Wacky Worm

Wacky Worm Bass Fishing

Wacky Worm fishing is one of the great new ways to rig a soft plastic. Bass can be very spooky in shallow water, especially clear shallow water. When done properly, even a bass that has seen you WILL take a wacky worm rig. It is truly amazing.

Ever take kids bass fishing? They usually do the fishing and you tend to their needs. This is a great confidence builder method for kids! They will catch fish and you will be able to fish too! A few simple tips like where to cast an how long to count before retrieving the worm will get them wanting more.

The Worm

The choices of worms that will work the best is very small. Basically it is a heavy bodied stick or straight worm. No curly tails or funny shapes here. Think of a big fat earthworm laying straight and you got the idea. The thick heavy body is a yummy profile to convince a bass to go get it. The mass also makes the worm sink very slowly.

Probably the best known of these wacky worms is Gary Yamamoto's Senko. It is extremely soft and has lots of action when sinking. The bass swim away chewing it so you have time to set the hook. The problem with the super soft design is you loose the bait almost every time you make contact with a bass. That means just about a dollar whether you catch it or not. Ouch!

Wacky Worm, Strike King Ocho

Strike King has come out with a great worm that is very soft and much more durable than the Senko. They call it the Ocho. Ocho is Spanish for 8, and Strike King called it that because it has an eight sided profile that reflects light subtly and adds wiggle to the dropping worm. All these come with coffee scent that masks human scent. It is arguably the best worm on the market to wacky rig! They are also easy on the wallet as they stay togehter through several caught, or missed bass. Strike King Ocho Wacky Worm

Wacky Worm, Strike King Ocho

Wacky Worm Bass Fishing

Most any soft bait manufacturer makes a stick worm that is good for wacky wormin' but one more stands out. GanderMountain makes its “Trick Stick” and is an excellent value as you get over twice as many worms as Yamamoto gives. They have good action and come in several colors to match water conditions and forage. They are extremely durable and one pack could very well last you a season. I'm guessing they didn't do THAT on purpose!

The colors should be chosen as with any worm. Generally, colors like pumpkin, watermelon and reds work best in water on the clearer side. More contrast works better in stained or dark water. This is where the white/pearls really shine. Bass fishing is an art without any absolute rules. Don't forget to experiment!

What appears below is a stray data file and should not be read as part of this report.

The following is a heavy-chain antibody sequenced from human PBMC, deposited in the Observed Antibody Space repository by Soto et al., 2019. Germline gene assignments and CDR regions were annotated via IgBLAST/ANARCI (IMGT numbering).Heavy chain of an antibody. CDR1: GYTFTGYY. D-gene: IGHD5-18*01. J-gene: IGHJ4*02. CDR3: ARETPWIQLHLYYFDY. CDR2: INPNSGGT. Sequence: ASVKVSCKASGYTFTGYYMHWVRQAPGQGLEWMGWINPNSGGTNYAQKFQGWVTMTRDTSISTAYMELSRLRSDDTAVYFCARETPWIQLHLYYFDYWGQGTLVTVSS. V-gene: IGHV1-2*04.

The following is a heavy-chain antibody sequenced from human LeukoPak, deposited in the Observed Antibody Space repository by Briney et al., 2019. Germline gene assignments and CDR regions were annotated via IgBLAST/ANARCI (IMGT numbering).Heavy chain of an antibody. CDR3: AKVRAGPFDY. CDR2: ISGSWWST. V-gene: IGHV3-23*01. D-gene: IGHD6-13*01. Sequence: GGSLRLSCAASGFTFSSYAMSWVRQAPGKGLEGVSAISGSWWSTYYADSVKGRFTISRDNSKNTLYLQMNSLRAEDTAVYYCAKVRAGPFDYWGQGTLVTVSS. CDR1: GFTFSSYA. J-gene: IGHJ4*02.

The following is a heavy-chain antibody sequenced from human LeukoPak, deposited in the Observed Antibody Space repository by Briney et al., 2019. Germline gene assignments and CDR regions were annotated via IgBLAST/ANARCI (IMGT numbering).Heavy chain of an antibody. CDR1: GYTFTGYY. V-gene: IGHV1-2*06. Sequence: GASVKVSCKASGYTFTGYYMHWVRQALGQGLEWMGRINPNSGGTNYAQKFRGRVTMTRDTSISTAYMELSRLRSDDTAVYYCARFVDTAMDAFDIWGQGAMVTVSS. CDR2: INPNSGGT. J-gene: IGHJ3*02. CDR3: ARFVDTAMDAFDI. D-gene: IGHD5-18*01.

The Technique

Cast, wait, set the hook! Basically that is it. In the 0-5 foot depths, a stick work hooked right through the middle on a 1/0 or 2/0 worm hook is all you need. The wacky worm is the king of the spawn. Bass are up shallow, less than 8 feet generally. Contact with the biggest bass is much more common during this time of the year. The slow fall of an un-weighted worm is simply irresistible to them in such shallow water. You need to remain fairly still to see the strike though.

Flourcarbon line is a must to feel the light tick when a bass takes it. A spinning combo with 6-10 lbs line is all you need. Very often the bass will come up an take the wacky worm, so you will see momentary slack in the line as they actually pick it upwards a bit.

If you are drifting and trying to cover more water, use an 1/8 ounce jig head to speed things up a tad. The jig head helps cover more of the water column in the 5-10 foot depth as well. A lot of the strikes come as the bass moves off its nest to “move” the worm away. A bedded bass won't tolerate intruders into its space, but it won't travel very far from it either. If you meet it half way with a faster sinking worm, you stand a better chance of a strike.

Stay away from your target and cast in. Let the wacky rig sink on a semi-slack line and watch VERY carefully. If you see or feel anything different, SET THE HOOK! The strikes will be very light most of the time. If the weed cover allows, let the worm sink to the bottom and do nothing. If there is no hit, wiggle the rod tip gently a few times. This will bend the worm in half and it “swims” away. You'll get just as many strikes when you do this at times. Fish it all the way back to you.

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